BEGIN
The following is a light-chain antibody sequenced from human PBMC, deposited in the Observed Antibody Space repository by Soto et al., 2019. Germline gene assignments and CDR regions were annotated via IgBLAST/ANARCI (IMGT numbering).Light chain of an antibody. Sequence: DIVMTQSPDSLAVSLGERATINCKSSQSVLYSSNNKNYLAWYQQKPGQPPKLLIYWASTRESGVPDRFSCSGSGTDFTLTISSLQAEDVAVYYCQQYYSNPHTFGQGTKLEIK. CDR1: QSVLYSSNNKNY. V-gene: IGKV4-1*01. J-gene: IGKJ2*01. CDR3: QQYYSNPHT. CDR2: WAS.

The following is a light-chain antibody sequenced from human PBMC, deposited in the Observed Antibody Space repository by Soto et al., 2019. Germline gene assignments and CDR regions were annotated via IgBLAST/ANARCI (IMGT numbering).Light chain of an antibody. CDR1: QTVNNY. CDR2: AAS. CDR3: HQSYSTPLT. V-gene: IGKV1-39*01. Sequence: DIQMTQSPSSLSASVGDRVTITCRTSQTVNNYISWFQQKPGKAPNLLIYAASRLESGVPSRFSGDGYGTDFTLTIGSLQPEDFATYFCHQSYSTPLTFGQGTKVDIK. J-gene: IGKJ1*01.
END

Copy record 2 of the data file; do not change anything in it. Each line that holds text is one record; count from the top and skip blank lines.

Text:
The following is a light-chain antibody sequenced from human PBMC, deposited in the Observed Antibody Space repository by Soto et al., 2019. Germline gene assignments and CDR regions were annotated via IgBLAST/ANARCI (IMGT numbering).Light chain of an antibody. CDR1: QTVNNY. CDR2: AAS. CDR3: HQSYSTPLT. V-gene: IGKV1-39*01. Sequence: DIQMTQSPSSLSASVGDRVTITCRTSQTVNNYISWFQQKPGKAPNLLIYAASRLESGVPSRFSGDGYGTDFTLTIGSLQPEDFATYFCHQSYSTPLTFGQGTKVDIK. J-gene: IGKJ1*01.